Nikon Nikkorex 35 II Specifications
|Manufacturer:||Nippon Kogaku Tokyo K.K.|
|Type:||Single Lens Reflex|
|Dimensions:||14.5 x 10 x 8|
Nikon Nikkorex 35 II Overview
The Nikon Nikkorex 35 II is the second of a new series of affordable, fixed-lens SLRs introduced in the 1960s and marketed as a budget alternative to Nippon Kogaku’s flagship camera: the legendary Nikon F. While the F was quickly gaining popularity for SLRs among photojournalists and other professional photographers, the Nikkorex line was designed to offer TTL (through-the-lens) capabilities to the general public at a much lower cost.
The original Nikkorex 35 and the Nikkorex 35 II are very similar. Both are equipped with the same fixed 50mm f/2.5 Nikkor-Q lens, both have selenium meters mounted above the lens—as opposed to the F’s more accurate TTL metering system—and both have the same basic body and control layout. The primary difference between the two is the shutter assembly. While the original 35 had a shutter made by Citizen (yes, the wristwatch company), the II has a much more robust and reliable one made by Seikosha, the predecessor of Seiko (yes, another wristwatch company). Other, more subtle differences include the II’s body having rounded edges for better ergonomics and a big “NIKKOREX” badge on the meter.
There are two very interesting features of the Nikkorex. One of them is that the shutter speed and film speed selector—which usually takes the form of a dial on the top plates of most SLRs—can instead be found on the lens barrel. The other notable feature is that there are two metering windows, one is visible when looking through the viewfinder and the other is located on the top plate by the cold shoe. While these two attributes are considered unusual for SLRs, I think they’re great. Having the shutter speed dial on the lens barrel lets you make adjustments comfortably without taking your eye off the viewfinder but when you do eventually remove the camera from your face, you can still estimate exposure by glancing at the second metering window. I have great appreciation for both of these things because they also show up on my beloved Nikkormat FT3 and, at least to me, they are the features that make me reach for my FT3 more than any other film SLR.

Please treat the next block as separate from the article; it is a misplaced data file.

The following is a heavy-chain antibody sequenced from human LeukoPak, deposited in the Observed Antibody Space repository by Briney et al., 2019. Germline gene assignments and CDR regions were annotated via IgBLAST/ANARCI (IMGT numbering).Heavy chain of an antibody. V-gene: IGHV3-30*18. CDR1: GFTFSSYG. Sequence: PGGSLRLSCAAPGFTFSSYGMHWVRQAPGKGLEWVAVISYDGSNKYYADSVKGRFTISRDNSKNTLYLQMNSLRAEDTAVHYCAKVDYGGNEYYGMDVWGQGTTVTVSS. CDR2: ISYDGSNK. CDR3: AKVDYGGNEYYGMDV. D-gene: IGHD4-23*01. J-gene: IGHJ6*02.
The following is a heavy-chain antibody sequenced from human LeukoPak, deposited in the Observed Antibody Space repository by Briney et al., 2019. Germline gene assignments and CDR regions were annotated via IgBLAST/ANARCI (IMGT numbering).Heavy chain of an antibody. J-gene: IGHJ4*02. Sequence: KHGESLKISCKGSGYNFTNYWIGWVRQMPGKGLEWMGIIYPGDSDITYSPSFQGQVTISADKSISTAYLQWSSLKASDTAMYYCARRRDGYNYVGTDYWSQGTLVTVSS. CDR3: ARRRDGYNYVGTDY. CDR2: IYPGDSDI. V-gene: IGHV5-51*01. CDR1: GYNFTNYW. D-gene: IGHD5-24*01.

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McKeown, James M. and Joan C. McKeown’s Price Guide to Antique and Classic Cameras, 2001-2002. (Grantsburg, WI, USA: Centennial Photo Service, 2001), p 495.